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A New York hospital's charge capture initiative gives the ED a financial boost.

A recent study in the Annals of Emergency Medicine warns that the survival of emergency departments is at risk due to the rising cost of treating patients while reimbursement rates are falling. The result is more financial pressures on an already strained emergency care system.

But some hospitals are finding ways to fight the tide.

Mount Sinai Medical Center in New York is using technology to capture charges better and ensure higher reimbursement rates, says Kevin M. Baumlin, MD, an associate professor of emergency medicine and reimbursement specialist at the hospital. Baumlin led a charge capture initiative in response to hospital leaders who in 2003 warned Baumlin and his colleagues that "they were going to kick out our practice unless we increased our revenue," he says. "We’re an academic practice, but we still need to make money." Indeed, in a world where reimbursement pressures continue to build and where private companies have arisen to offer outsourcing of EDs, physician groups running the ED have to get better at collecting the charges they’re due—or many of them might be done.

Mount Sinai got better fast. In one year, the hospital generated a $7.5 million revenue increase due to more diligent charge capture. Baumlin, who practices in the ED as well as consults with other hospitals looking to improve ED charge capture, says the key to improvement starts with communication and a process for improving documentation. "I work with individual docs if they are deficient in their charting and look for ways we can bring money into the practice by coordinating critical care visits, for example. What CMS will pay for is a constantly changing environment. So it’s not just something you can just do, you have to keep up with it."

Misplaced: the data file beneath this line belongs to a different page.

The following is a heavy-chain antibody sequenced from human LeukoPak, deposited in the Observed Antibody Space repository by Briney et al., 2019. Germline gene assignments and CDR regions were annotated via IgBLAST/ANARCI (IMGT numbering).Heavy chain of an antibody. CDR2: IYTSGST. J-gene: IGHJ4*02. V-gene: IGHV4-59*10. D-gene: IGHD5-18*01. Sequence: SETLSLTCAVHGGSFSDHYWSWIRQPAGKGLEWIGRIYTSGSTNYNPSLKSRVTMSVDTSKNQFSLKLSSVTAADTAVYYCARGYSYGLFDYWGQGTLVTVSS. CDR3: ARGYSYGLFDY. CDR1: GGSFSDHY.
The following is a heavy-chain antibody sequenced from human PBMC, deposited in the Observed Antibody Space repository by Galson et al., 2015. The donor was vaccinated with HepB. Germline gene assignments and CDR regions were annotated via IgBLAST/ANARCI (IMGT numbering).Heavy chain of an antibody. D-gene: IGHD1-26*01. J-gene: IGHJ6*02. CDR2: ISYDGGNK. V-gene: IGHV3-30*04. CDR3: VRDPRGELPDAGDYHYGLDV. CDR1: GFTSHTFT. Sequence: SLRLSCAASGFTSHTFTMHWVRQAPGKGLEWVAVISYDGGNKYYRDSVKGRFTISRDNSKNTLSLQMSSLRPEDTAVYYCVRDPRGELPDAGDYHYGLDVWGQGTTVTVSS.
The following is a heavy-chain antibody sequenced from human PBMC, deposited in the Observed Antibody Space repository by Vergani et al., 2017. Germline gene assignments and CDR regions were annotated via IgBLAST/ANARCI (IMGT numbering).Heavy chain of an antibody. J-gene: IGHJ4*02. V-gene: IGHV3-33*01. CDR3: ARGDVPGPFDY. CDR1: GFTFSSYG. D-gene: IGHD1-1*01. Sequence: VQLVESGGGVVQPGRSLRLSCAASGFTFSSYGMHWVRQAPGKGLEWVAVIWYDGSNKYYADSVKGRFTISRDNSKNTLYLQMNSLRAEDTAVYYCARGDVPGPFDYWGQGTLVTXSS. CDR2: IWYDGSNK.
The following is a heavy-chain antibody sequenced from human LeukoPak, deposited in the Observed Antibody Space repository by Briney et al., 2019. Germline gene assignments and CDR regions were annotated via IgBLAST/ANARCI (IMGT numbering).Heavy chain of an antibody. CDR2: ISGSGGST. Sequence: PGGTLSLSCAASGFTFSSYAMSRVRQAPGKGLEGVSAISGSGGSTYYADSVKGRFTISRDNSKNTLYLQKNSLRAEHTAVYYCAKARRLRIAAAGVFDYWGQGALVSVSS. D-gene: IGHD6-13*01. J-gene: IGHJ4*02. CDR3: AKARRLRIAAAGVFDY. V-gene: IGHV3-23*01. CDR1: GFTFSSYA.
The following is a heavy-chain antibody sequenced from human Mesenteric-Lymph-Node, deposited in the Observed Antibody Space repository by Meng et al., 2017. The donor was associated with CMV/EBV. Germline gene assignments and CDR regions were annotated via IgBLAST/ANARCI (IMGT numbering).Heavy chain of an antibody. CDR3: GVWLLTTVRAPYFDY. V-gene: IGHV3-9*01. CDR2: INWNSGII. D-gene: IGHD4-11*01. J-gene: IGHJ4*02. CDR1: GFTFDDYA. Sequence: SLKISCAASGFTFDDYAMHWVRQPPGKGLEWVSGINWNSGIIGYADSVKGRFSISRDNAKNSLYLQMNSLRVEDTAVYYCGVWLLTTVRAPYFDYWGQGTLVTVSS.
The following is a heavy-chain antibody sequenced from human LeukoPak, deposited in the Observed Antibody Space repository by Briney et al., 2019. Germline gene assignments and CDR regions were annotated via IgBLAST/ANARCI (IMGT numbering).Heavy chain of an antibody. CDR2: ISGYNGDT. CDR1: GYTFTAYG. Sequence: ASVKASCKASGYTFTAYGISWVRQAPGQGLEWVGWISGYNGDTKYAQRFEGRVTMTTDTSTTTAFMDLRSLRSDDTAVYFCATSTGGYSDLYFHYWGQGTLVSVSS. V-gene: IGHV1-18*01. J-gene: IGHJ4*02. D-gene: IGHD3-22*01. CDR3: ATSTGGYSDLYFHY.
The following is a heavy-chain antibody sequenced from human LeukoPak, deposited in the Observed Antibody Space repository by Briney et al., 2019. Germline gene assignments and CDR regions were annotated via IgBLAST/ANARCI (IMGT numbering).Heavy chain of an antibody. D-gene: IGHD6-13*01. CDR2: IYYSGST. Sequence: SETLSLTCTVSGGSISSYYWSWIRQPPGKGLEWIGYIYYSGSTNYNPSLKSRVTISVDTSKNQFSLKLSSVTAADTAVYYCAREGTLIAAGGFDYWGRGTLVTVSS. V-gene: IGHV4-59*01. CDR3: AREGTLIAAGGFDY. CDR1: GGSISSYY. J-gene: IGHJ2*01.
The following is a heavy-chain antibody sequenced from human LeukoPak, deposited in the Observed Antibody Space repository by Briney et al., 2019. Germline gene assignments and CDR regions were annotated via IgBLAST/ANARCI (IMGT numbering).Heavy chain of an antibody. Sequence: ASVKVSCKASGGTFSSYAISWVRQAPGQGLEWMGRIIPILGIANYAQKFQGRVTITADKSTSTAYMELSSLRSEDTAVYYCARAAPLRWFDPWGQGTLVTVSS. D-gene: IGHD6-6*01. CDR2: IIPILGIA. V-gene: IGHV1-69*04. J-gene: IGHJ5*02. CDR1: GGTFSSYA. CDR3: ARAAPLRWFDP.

Baumlin says that rewarding charge capture with bonuses has helped secure physician buy-in for documentation improvements. "I try to make it easy for the docs using technology and prompting," he says. "And I’ve been able to give them bonuses where they weren’t getting bonuses before."

On the practice side alone, Mount Sinai hit $8.1 million in revenue for 2007 since starting the program in 2003 and 2004 with between $2.5 million and $3.5 million in annual revenue, Baumlin says. "Granted, our volumes have gone up, but that’s in part because we have been able to increase our level of service," he says. "All I’m trying to do is get them paid for the work they’re doing. That’s the real bottom line."

Philip Betbeze

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